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Lawyer's true-crime book explores how he defended a neurodivergent client charged with murder

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Updated: In 1997, in the small town of Ringgold in northwest Georgia, a reclusive man was accused of keeping his wife captive in his home and murdering her.

Alvin Ridley—a Zenith television salesman and repairman—was often castigated by others in the neighborhood for his lack of personal hygiene, living in a rundown, cockroach-infested home and his seemingly non-emotive, paranoid way of speaking, all of which made him an easy target.

McCracken Poston Jr., a politician-turned-defense attorney, was fresh off a divorce and a congressional seat loss. But he took on the case and was able to dig deep into Ridley’s unstable mind to determine that he was not a killer. Ridley was eventually found not guilty.

A quarter of a century later, Poston has penned the nonfiction book Zenith Man: Death, Love, and Redemption in a Georgia Courtroom, which tells the story of the quirky man, the death of his wife and the trial that shocked his small town. In May, the book was nominated for CrimeCon’s true-crime book of the year award. CrimeCon, a weekend event for true-crime fans, will announce the winner of the best book during its annual event, taking place May 31-June 2 in Nashville, Tennessee.


The ABA Journal spoke with Poston on Zoom to learn about how he got to know and defend the man who everyone else avoided—and how other attorneys can help when it comes to neurodivergent clients.

Why was this case so difficult?

Everybody knew everybody in that town. Alvin provided us with our first color TV, and my oldest sister went to high school with him. He was neurodivergent and later diagnosed with autism, but this wasn’t diagnosed at the time. Two days after his wife’s death, Alvin started showing up at the same intersection near my office. Three days after he planted himself in the same spot, I initiated conversation and became his lawyer. I realized Alvin was very transactional, so I started paying him for his cooperation. It took over a year for him to allow me into his house. Alvin was constantly countering my legal advice, which was extremely frustrating and difficult. He didn’t trust me, and I don’t think he trusted anyone.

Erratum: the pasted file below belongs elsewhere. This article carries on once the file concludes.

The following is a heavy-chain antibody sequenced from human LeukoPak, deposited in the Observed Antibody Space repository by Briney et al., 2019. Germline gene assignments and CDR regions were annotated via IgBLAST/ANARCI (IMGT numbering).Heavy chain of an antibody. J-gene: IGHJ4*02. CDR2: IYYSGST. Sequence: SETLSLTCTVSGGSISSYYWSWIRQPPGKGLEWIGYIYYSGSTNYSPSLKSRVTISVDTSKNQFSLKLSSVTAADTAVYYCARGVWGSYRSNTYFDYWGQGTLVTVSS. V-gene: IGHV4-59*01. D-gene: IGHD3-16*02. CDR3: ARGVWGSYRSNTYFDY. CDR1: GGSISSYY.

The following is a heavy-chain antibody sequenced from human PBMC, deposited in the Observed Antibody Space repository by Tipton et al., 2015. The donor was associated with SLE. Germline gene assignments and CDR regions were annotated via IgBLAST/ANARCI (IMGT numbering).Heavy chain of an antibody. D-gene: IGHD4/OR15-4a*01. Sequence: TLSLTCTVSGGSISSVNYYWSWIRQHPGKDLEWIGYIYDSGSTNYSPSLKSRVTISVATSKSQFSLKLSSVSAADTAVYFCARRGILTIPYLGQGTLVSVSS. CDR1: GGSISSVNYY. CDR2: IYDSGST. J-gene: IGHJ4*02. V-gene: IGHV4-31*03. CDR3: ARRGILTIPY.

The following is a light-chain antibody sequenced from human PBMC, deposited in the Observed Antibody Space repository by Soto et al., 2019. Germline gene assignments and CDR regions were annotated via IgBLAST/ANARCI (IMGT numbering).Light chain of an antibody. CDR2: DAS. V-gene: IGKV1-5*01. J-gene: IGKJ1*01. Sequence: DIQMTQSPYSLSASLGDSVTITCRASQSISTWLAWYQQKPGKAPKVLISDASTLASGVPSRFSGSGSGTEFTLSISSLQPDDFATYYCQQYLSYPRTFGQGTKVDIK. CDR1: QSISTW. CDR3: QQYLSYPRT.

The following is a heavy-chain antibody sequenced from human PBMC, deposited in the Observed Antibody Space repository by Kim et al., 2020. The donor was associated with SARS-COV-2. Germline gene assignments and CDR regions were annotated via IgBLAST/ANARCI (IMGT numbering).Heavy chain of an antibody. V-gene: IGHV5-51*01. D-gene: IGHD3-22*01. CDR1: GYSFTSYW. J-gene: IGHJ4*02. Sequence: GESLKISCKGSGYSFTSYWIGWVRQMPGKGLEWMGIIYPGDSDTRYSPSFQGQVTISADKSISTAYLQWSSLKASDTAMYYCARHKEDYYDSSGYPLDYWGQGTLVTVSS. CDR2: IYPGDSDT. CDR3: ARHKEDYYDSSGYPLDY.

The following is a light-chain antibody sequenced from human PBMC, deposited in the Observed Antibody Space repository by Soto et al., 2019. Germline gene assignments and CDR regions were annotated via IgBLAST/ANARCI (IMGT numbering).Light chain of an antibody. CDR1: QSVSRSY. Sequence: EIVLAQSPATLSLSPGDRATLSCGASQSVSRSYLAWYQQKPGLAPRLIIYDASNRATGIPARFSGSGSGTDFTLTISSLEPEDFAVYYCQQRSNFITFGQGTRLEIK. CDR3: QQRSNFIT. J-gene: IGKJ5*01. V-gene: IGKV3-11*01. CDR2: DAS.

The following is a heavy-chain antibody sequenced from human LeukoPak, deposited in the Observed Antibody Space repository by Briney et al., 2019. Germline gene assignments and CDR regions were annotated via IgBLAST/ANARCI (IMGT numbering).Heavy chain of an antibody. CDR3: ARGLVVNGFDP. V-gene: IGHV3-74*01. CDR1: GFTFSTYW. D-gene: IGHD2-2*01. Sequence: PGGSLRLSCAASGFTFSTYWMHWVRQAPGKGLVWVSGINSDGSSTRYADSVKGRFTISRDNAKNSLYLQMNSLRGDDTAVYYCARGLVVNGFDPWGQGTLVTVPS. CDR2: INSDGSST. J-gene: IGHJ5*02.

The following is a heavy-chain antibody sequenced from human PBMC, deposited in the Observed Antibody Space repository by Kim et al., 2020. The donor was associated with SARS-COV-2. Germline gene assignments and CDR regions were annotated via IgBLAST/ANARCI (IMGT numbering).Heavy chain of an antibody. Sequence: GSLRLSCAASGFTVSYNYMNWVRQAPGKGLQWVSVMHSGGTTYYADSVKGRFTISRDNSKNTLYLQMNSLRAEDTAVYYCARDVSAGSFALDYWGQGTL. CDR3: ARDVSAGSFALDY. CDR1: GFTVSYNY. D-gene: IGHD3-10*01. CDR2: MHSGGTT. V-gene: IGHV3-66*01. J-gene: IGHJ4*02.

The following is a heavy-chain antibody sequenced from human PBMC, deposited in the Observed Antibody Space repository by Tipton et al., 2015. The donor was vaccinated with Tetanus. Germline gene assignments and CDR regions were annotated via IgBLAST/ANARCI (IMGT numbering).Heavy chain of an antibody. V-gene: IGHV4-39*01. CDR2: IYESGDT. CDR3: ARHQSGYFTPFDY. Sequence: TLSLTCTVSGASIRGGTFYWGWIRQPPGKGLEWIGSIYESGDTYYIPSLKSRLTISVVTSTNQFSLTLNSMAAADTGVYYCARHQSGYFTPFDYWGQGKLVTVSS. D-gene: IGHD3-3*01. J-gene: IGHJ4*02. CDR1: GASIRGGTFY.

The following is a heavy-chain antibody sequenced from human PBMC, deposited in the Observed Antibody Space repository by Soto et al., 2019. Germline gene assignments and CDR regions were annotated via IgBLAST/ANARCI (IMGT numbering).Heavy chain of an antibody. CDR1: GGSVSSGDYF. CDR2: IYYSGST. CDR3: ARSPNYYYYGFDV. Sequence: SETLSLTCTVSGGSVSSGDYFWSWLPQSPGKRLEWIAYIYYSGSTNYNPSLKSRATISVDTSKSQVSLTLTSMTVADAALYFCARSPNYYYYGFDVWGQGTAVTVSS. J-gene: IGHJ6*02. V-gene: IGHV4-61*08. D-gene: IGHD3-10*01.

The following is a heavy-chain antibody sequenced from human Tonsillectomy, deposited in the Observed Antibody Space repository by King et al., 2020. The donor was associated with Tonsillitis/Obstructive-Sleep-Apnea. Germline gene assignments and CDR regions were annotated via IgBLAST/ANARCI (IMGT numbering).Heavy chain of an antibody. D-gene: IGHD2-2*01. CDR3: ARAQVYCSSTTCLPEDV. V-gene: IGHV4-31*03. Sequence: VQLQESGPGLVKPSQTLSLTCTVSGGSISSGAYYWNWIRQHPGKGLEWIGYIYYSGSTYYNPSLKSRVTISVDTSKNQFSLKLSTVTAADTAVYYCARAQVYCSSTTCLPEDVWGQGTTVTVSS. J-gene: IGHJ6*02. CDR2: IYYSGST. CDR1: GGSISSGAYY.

How did you connect with the man who trusted no one?

I truly knew that Alvin was innocent (after dealing with him for 15 months). I became personally invested in the case, to the point where judges were saying we deserved each other. I very slowly gained compassion. Five weeks before the trial, he showed up at a Christmas festival in a full Santa outfit that was mothball-eaten, and he was handing out candy. I recognized him by his scent and by his hands. Alvin doesn’t bathe because he doesn’t like the sensation of water on his skin, but I didn’t realize that. I suggested he needed to take a shower, and I immediately felt bad about it. Something inside of me was telling me all along, “This guy can’t help it.”

McCracken“Today, armed with more knowledge, I don’t think this would have happened,” McCracken Poston Jr. says of the events he recounts in Zenith Man.

How did having a neurodivergent person on trial for murdering his wife affect the outcome of the case?

No one knew much about neurodivergent people 25 years ago. They were hinging so much of this on his emotions that they felt should be different when his wife died. Today, armed with more knowledge, I don’t think this would have happened. There are 5.5 million adults who have never been diagnosed as neurodivergent, and the entire criminal justice system needs to be more aware. If he had been properly diagnosed, it could have eased a lot of conflict. I was barking orders at a neurodivergent man, and Alvin would not stand for it at all, and that created our conflict.

Why are you continuing to promote this case 25 years later, and what should other attorneys take from it?

Alvin gave me a second act in life—and maybe a third. He’s 82 now, and we go to lunch at least twice a week. My secretary and I are his main contacts to the neurotypical world, and we try to help him navigate it while he maintains his independence as long as possible. There are other innocent people like Alvin who might end up imprisoned for the wrong reasons. Alvin was very much interested in something I said after the verdict came through. He was ready to rebuild his reputation in the community, and I told him, “If you don’t define your situation, somebody else will define it.” If he wanted the full story out there, I needed to write it.

Updated May 15 at 8:11 a.m. to clarify that McCracken Poston Jr. knew that Alvin Ridley was innocent after dealing with him for 15 months.

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